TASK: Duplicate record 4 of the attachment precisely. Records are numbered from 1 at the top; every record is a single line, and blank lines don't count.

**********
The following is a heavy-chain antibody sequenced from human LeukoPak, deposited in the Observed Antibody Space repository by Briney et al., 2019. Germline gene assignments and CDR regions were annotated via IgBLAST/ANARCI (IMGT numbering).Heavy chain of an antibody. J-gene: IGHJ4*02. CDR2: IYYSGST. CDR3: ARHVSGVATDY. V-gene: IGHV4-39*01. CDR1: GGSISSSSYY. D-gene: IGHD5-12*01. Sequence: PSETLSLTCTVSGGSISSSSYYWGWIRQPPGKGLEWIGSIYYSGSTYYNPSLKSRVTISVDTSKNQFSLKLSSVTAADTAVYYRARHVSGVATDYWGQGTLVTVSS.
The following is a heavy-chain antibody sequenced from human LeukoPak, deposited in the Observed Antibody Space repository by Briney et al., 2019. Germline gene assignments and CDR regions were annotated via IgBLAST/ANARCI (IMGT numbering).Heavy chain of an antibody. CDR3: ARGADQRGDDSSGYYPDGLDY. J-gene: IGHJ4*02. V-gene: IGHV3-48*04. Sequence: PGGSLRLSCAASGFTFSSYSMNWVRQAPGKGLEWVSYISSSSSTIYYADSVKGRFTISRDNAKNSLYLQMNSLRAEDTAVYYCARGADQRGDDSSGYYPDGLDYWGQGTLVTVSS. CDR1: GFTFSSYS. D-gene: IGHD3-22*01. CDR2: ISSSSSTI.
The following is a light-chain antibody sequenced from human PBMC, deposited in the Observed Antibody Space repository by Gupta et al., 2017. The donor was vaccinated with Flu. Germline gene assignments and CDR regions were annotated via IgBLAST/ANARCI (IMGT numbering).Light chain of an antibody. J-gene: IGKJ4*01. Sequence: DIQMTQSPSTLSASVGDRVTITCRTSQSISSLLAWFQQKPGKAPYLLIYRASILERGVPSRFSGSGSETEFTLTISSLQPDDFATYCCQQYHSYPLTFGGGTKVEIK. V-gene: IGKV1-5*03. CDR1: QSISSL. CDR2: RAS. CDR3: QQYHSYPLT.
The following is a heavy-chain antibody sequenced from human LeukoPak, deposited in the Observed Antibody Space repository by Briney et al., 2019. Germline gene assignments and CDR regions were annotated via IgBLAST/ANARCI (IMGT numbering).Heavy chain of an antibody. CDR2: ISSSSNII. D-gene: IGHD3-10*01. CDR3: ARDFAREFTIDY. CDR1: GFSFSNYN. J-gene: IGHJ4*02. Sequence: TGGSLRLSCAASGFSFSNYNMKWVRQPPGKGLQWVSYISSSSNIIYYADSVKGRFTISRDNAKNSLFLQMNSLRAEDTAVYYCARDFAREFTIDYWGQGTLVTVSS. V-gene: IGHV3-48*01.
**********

The following is a heavy-chain antibody sequenced from human LeukoPak, deposited in the Observed Antibody Space repository by Briney et al., 2019. Germline gene assignments and CDR regions were annotated via IgBLAST/ANARCI (IMGT numbering).Heavy chain of an antibody. CDR2: ISSSSNII. D-gene: IGHD3-10*01. CDR3: ARDFAREFTIDY. CDR1: GFSFSNYN. J-gene: IGHJ4*02. Sequence: TGGSLRLSCAASGFSFSNYNMKWVRQPPGKGLQWVSYISSSSNIIYYADSVKGRFTISRDNAKNSLFLQMNSLRAEDTAVYYCARDFAREFTIDYWGQGTLVTVSS. V-gene: IGHV3-48*01.